I rescued my first dog in 2010 and started volunteering with a rescue a year later and loved it! After meeting a few amazing friends, it became evident rescue work was more than just a fun hobby. I truly believe the best dogs are rescued dogs and have come to find my true passion in life is in dog rescue. Fostering is one of the most rewarding experiences one can have and I highly recommend it to everyone! I can’t imagine my life without dogs, and thankfully I’ll never have to. I’m so excited to be working with such a fantastic group of people and I can’t wait to see what The Rescued Dog accomplishes!



It is easy to buy a dog from pet stores, online ads, or from dog breeders, but rescuing a shelter dog is definitely more rewarding.  How can you not admire that once sad dog, now all waggy and happy because they’ve been given a second, sometimes third chance at finding their forever home?  The ability of these pups to recognize and embrace their new life never ceases to amaze me.  The Rescued Dog saves dogs from high kill shelters and prepares them to meet and be adopted by a loving family.  TRD fills the corners of my life and it makes me happy to know I’m doing something worthwhile for these sweet pups.  Having rescued – and been rescued – by my own dogs proves that rescued really is the best breed.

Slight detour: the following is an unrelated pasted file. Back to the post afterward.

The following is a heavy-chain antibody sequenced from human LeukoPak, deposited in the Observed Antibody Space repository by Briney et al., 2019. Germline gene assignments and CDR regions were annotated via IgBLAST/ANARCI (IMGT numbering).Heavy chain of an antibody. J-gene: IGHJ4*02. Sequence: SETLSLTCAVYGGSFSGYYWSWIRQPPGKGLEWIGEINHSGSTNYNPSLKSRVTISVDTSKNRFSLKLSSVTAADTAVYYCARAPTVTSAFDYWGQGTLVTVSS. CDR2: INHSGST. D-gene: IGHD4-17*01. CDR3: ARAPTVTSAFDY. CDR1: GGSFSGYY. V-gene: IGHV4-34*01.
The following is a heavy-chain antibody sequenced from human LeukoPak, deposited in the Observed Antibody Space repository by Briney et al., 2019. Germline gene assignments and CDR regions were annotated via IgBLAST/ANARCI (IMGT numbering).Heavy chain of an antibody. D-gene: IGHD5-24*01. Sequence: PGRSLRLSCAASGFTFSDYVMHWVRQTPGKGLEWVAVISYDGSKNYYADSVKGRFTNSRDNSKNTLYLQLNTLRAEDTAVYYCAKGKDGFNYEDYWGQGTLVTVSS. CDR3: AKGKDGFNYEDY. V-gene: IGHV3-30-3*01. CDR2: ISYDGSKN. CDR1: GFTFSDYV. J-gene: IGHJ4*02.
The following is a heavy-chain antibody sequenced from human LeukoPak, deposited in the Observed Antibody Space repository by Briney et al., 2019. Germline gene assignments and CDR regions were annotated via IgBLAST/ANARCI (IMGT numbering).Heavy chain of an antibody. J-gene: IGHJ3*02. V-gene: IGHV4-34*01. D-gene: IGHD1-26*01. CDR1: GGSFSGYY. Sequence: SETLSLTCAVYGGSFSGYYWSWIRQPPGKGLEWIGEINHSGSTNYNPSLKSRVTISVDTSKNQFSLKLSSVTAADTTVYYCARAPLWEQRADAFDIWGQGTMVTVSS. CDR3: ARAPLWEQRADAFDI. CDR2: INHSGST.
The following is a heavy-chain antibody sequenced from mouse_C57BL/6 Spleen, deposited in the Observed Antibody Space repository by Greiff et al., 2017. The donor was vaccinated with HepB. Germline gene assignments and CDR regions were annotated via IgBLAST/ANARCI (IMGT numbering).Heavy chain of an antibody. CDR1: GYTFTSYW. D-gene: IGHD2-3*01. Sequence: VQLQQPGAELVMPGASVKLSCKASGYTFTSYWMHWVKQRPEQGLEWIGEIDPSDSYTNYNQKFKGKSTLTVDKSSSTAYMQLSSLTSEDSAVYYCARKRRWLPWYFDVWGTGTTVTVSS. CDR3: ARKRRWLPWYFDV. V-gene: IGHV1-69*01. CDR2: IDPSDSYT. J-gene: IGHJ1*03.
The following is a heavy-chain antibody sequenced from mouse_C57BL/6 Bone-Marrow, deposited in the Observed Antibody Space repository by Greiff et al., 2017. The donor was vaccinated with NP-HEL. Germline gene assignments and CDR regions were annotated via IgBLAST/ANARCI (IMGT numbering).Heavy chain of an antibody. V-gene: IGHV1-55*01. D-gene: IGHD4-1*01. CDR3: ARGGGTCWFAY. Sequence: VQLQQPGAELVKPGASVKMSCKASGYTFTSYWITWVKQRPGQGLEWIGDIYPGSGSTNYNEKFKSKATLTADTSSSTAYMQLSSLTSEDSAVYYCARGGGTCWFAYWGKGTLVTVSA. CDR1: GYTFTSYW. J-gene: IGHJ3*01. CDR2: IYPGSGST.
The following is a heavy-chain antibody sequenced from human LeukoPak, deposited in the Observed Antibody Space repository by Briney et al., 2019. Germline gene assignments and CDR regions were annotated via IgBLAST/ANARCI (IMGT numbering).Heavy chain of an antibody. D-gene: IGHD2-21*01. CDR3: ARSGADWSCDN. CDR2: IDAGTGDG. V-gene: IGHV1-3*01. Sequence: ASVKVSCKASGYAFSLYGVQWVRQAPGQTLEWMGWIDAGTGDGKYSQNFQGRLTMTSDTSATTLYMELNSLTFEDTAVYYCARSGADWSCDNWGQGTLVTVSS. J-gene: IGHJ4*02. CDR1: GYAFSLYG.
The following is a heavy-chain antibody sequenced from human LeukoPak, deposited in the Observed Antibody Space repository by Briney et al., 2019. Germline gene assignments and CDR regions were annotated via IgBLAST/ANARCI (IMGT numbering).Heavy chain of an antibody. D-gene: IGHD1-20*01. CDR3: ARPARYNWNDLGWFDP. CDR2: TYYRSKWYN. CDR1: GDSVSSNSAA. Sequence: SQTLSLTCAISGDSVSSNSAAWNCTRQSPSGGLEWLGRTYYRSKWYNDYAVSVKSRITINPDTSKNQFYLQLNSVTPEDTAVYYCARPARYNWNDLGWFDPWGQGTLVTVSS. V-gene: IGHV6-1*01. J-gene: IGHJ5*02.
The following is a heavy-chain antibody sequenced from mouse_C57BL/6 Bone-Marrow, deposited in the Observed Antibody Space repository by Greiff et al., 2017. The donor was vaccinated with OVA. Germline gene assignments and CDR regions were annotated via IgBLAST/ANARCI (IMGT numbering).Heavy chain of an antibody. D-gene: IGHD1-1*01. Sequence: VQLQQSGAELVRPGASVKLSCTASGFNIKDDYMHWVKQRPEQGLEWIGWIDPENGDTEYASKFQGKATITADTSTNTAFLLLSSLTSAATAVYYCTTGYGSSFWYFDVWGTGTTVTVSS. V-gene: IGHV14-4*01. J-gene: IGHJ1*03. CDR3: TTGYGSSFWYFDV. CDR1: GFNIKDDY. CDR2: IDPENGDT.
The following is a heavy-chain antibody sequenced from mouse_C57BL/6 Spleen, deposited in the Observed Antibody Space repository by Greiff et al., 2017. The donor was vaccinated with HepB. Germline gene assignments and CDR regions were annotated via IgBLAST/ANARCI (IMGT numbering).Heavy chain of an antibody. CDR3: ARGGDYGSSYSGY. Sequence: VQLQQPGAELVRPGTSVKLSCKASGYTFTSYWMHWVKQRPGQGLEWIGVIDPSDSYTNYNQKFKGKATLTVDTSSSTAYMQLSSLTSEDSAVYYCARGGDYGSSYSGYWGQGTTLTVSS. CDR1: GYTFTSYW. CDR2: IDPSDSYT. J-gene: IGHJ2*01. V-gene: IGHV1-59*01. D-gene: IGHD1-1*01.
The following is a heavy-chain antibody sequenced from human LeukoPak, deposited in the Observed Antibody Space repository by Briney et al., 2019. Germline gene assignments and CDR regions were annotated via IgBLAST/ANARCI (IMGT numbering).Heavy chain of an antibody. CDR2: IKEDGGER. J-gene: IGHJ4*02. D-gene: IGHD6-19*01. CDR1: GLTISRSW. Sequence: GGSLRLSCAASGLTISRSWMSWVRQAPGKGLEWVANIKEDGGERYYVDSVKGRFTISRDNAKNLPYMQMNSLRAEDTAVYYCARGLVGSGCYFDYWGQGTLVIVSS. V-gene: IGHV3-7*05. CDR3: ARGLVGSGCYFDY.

My passion for rescuing dogs comes from my great experiences with rescue dogs in my life. I personally have had my life brightened by many great rescue dogs, and I have seen how having pets, and dogs particularly, has improved the lives of my friends and family. For me, the best part of dog rescue is seeing the connection that dogs and people make, and knowing that when we connect the right dogs with the right people, we are improving the lives of everyone involved, both human and canine.